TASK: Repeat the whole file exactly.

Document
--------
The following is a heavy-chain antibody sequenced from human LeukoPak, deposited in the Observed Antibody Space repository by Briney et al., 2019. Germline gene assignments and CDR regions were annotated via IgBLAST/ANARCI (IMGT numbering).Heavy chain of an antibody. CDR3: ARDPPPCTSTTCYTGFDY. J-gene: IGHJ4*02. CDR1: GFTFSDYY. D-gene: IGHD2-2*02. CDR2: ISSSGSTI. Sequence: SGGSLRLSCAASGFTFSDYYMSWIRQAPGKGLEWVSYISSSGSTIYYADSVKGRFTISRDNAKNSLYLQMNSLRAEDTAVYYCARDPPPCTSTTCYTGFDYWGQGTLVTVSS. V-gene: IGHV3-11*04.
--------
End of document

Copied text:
The following is a heavy-chain antibody sequenced from human LeukoPak, deposited in the Observed Antibody Space repository by Briney et al., 2019. Germline gene assignments and CDR regions were annotated via IgBLAST/ANARCI (IMGT numbering).Heavy chain of an antibody. CDR3: ARDPPPCTSTTCYTGFDY. J-gene: IGHJ4*02. CDR1: GFTFSDYY. D-gene: IGHD2-2*02. CDR2: ISSSGSTI. Sequence: SGGSLRLSCAASGFTFSDYYMSWIRQAPGKGLEWVSYISSSGSTIYYADSVKGRFTISRDNAKNSLYLQMNSLRAEDTAVYYCARDPPPCTSTTCYTGFDYWGQGTLVTVSS. V-gene: IGHV3-11*04.